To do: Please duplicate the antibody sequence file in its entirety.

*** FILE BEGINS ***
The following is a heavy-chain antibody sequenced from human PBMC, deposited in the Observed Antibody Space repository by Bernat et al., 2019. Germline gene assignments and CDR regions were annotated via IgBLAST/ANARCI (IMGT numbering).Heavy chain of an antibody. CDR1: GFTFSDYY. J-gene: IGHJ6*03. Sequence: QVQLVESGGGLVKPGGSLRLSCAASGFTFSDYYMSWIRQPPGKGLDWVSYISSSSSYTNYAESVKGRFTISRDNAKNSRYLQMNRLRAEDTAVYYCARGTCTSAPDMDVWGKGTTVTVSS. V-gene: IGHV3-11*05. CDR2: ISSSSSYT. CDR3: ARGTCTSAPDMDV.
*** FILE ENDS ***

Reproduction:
The following is a heavy-chain antibody sequenced from human PBMC, deposited in the Observed Antibody Space repository by Bernat et al., 2019. Germline gene assignments and CDR regions were annotated via IgBLAST/ANARCI (IMGT numbering).Heavy chain of an antibody. CDR1: GFTFSDYY. J-gene: IGHJ6*03. Sequence: QVQLVESGGGLVKPGGSLRLSCAASGFTFSDYYMSWIRQPPGKGLDWVSYISSSSSYTNYAESVKGRFTISRDNAKNSRYLQMNRLRAEDTAVYYCARGTCTSAPDMDVWGKGTTVTVSS. V-gene: IGHV3-11*05. CDR2: ISSSSSYT. CDR3: ARGTCTSAPDMDV.